This is a naked judicial claim to legislative—indeed, super-legislative—power; a claim fundamentally at odds with our system of government. Except as limited by a constitutional prohibition agreed to by the People, the States are free to adopt whatever laws they like, even those that offend the esteemed Justices’ “reasoned judgment.” A system of government that makes the People subordinate to a committee of nine unelected lawyers does not deserve to be called a democracy.

Here is a terrific remembrance of Scalia by Ross Douthat. [2] Excerpt:

It is because of all of this — because of his immense influence, his intellectual clout, his long cultural shadow — that Scalia’s death in a presidential year promises to be a nightmare for the republic.

… [It is] impossible to imagine Republican senators confirming an Obama appointee in the next 11 months. And it’s probably a good thing for the republic that they won’t: If there is to be a liberal replacement for a figure as towering as Scalia, if the court is about to swing sharply to the left, it’s far better for the judicial branch’s legitimacy if that swing follows a democratic election, a campaign in which the high court stakes are front and center in the race.

But because they will be front and center, Scalia’s death promises a war like none other between here and November, and an extra layer of insanity in a campaign already defined by radicals and demagogues.

The irony is that this kind of high-stakes collision of law and politics is precisely the thing that Scalia’s legal philosophy strained to curb and check and roll back, by promoting a more limited and humble vision of the Supreme Court’s role in our republic.

But for all of his importance, all his influence, in this effort he clearly failed — and what’s about to come will prove it.

The next US president will name Scalia’s replacement, and likely Ginsburg’s (she’s in her 80s, and a cancer survivor. He or she may well name Kennedy’s and Breyer’s, as they are both approaching 80.

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198 Comments To "Justice Scalia, RIP"

#1 Comment By TW Andrews On February 14, 2016 @ 12:33 pm

As one of the liberal commenters on this thread, I will own that if the situations were reversed (i.e. it was Ginsburg who’d passed and we had a Democratic Senate with a Republican President, and similarly mirror-image situations wrt to the upcoming elections), I would expect the Democrats to use every lever they had to push for as liberal nominee as possible.

I don’t know that I would be able to stomach the same sort of bet that the GOP is making (i.e. bank on winning the election and not losing the Senate), because I’d much rather a moderate conservative replace Scalia than someone who would do their best to follow in his footsteps.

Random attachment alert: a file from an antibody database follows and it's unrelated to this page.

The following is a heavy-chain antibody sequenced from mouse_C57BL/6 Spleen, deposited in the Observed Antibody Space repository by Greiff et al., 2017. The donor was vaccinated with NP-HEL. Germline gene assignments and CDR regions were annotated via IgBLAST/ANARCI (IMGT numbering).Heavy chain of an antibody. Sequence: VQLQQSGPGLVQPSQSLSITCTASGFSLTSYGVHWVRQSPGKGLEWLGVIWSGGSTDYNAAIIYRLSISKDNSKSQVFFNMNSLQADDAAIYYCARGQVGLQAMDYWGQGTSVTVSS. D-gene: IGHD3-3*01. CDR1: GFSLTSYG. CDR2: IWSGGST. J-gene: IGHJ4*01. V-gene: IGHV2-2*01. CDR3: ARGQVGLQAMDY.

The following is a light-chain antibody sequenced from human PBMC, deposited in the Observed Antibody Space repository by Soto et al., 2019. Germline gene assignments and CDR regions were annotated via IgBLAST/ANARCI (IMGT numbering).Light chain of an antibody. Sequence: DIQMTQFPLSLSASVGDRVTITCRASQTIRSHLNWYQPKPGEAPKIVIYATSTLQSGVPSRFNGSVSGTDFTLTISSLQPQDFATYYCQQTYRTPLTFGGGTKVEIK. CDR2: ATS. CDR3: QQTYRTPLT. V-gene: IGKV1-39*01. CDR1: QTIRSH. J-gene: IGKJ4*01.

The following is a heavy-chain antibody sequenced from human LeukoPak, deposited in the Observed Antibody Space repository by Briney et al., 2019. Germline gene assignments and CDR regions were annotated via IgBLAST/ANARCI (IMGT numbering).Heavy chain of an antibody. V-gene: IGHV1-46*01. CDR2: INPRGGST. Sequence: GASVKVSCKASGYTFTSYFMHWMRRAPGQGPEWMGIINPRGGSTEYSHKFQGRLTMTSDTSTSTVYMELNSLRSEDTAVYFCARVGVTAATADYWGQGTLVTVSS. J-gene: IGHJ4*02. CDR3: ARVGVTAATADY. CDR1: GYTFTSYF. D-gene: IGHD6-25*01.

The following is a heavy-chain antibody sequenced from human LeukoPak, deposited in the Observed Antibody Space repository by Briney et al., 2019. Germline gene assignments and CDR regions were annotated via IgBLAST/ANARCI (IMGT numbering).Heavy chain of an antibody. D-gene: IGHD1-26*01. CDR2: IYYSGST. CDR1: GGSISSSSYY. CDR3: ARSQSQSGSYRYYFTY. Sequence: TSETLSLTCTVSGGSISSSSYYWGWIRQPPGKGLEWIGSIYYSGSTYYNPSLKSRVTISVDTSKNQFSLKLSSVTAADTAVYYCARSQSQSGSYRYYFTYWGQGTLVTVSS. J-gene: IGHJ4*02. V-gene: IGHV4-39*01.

I don’t know that indefinitely delay is a winning position for McConnell, Cruz, et al., but I don’t think it’s an abdication of their responsibility.

#2 Comment By Richard Parker On February 14, 2016 @ 12:34 pm

“If we go strictly by the Constitution, then women, black people, and non-property owners would have no say in our society.”

15th, 19th, and 24th amendments to the Constitution.

I think the Republicans will play this badly. Obama will be president until mid-January 2-0-1-7. That is far too long to be without a functioning court. And who knows who will be elected in the upcoming elections.

This may well be the point of maximum leverage for the Senate Republicans. Be adults! At least make a good faith effort to negotiate with the President for an acceptable comprise nominee to be quickly confirmed.

#3 Comment By JonF On February 14, 2016 @ 12:35 pm

Re: I fear that we have seen the last “conservative” judicial precedents in my lifetime.

Depends on what you consider “conservative”. I predict that no matter who fills Scalia’s vacancy and when, the Court will continue to kowtow to corporate interests and to rubber stamp the security state.

#4 Comment By Scott in PA On February 14, 2016 @ 12:38 pm

This is all easier to absorb when you realize that America is already lost.

#5 Comment By Rich On February 14, 2016 @ 1:09 pm

A great man. I don’t think we make them like him anymore. God bless his soul.

#6 Comment By John On February 14, 2016 @ 1:14 pm

My thoughts are in line with EngineerScotty. I am sorry he died, pleased he was lucky to die I his sleep, and relieved he is no longer on the court.

#7 Comment By Glaivester On February 14, 2016 @ 1:18 pm

A word of warning. In every election since 1984, if the Supreme Court was an issue, the election results favored the Democrats.

That’s pretty much what, one election?

#8 Comment By Uncle Billy On February 14, 2016 @ 1:44 pm